Why don't they just release the first few levels of the game as the demo?

    If I like what I see and want more, I will buy the game.

    They can even doing things like end the demo on a cliff-hanger - even though I hate it when TV shows do that.

    When I download a demo, it's to check out your game. So when your demo just make me go "WTF is this?!", that isn't a good reaction to get.

  • Indigo DarkwolfIndigo Darkwolf Registered User regular
    @DannyDont The crux of the argument for or against demos comes from a comparison of sales between games that have no demo or marketing, games that have a demo and no marketing, games that have a demo and marketing, and games that only have marketing (specifically a trailer). EEDAR presented the chart of this data at PAX Prime 2009, and the conclusions were thus:
    1. Games with no demo or trailer sold worst.
    2. Games with a demo and no trailer 2nd worst.
    3. Games with a demo and a trailer sold 2nd best.
    4. Games with no demo, but had a trailer, sold best.

    I believe it is true that EEDAR only considered professionally published, retail games, and not indie games. But within that data, it's pretty clear - the trailer is more valuable than the demo, and once you have a trailer, having a demo actually hurts.

  • SomeNorCalGuySomeNorCalGuy Registered User regular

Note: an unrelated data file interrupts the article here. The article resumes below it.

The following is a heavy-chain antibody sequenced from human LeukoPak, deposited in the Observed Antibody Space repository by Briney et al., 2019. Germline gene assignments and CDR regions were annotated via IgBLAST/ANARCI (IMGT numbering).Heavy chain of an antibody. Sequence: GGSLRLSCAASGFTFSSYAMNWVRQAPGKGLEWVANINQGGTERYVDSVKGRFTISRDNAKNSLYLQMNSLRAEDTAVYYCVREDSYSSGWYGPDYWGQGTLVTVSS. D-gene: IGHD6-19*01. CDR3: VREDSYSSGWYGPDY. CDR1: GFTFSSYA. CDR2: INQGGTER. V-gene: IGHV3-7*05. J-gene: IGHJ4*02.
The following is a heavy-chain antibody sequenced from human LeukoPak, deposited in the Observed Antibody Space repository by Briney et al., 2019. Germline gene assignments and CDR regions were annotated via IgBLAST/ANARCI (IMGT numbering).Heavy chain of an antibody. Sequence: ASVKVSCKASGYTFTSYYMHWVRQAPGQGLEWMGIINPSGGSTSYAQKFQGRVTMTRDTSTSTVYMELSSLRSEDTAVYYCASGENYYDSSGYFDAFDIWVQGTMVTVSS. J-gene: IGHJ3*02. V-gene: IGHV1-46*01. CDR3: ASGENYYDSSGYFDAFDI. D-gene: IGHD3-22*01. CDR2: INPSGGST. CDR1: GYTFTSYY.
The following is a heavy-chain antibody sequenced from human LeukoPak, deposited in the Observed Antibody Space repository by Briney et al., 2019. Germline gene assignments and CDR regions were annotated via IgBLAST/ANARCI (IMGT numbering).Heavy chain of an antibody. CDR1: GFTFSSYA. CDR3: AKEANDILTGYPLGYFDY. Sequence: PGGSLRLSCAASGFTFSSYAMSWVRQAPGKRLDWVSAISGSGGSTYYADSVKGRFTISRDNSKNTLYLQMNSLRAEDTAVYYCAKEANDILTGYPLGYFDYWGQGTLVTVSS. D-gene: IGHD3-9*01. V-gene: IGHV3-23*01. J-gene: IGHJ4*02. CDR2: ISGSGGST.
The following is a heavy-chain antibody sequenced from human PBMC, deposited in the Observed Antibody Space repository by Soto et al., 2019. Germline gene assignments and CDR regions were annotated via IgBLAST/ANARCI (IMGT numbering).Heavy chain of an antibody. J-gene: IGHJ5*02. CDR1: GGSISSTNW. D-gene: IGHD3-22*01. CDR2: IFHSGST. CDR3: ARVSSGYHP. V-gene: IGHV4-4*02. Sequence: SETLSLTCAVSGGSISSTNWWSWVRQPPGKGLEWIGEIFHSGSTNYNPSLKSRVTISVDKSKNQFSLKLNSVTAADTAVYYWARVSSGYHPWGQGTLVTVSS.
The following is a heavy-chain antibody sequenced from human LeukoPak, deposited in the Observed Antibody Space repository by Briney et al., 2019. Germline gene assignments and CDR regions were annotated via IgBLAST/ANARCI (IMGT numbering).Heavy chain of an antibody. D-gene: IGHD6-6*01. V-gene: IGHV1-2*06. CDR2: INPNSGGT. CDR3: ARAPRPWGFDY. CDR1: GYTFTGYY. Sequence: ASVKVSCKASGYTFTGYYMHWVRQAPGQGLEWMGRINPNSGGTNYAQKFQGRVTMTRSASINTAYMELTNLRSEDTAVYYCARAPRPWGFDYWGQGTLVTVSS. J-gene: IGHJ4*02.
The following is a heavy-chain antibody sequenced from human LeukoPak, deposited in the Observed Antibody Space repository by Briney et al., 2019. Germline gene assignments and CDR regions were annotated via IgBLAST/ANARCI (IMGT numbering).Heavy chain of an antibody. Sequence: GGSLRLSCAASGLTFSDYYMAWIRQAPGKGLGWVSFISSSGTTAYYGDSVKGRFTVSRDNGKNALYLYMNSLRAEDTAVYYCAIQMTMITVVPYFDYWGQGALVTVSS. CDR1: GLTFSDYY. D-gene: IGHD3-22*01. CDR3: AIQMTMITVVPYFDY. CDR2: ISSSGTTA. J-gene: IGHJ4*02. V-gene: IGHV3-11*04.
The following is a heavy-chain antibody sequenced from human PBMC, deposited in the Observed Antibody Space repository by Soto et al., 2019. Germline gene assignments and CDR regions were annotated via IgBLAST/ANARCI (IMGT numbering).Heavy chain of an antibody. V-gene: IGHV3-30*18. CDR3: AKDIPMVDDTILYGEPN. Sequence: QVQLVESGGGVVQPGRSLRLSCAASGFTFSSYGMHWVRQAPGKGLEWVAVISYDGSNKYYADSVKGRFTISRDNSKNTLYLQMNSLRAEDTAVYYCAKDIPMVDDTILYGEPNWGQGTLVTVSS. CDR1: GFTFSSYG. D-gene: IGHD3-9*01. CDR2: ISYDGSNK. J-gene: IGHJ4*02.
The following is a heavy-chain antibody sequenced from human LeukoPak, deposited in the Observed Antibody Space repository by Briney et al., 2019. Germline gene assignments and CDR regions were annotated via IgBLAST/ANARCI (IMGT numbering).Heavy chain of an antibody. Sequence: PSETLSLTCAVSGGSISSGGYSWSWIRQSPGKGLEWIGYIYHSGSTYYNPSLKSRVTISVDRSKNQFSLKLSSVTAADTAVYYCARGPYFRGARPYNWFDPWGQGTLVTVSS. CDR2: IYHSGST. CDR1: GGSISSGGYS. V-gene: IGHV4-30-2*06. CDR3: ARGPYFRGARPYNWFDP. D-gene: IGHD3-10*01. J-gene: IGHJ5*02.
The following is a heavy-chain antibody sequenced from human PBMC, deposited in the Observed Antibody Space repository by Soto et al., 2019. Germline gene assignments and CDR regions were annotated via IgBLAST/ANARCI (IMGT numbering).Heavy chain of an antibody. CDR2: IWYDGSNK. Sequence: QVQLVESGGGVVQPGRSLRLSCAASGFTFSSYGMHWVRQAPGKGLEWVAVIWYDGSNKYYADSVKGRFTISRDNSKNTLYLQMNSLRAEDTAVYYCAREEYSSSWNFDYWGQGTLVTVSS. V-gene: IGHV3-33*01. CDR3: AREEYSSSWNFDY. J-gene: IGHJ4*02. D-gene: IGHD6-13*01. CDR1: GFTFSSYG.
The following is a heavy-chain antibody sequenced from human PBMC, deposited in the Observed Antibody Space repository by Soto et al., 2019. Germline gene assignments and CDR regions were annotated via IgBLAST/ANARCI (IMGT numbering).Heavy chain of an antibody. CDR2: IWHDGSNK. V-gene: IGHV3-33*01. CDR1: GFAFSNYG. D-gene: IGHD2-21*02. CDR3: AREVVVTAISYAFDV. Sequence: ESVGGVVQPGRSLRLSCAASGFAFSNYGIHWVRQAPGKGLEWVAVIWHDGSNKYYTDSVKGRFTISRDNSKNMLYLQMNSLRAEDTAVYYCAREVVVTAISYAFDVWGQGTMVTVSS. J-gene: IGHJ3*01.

Am I the only one that uses Redbox game rentals to fulfill that need to "try-before-you-buy"? For $2 (US) I can rent a game for 24 hours which is more than enough time to appreciate the core qualities of just about any game. Demos only give you a small taste of a game AND any progress you make has no bearing when and if you buy the full version. With a $2 overnight rental I can take up right where I left off, if and when I plunk down $60 for the real thing.

    Sure, they don't have every game you'd want to try and you may have to go on a small quest if the kiosk at the neighborhood 7-11 doesn't have what you're looking for. But for just about anyone living near other people who would like to try one of the more popular games out there and don't just want to rely on the opinion of a reviewer you trust, Redbox (or other kiosk-related movie/game rental platform) is a great way to try-before-you-buy without getting a varnished demo or shelling out 8-10 hours of minimum wage on a game you're kinda meh about. (Or for that matter, what about GameFly and other monthly fee game rental services? Why do we even need demos when there's so many other ways to try out a full-version disc-based game before you buy it?)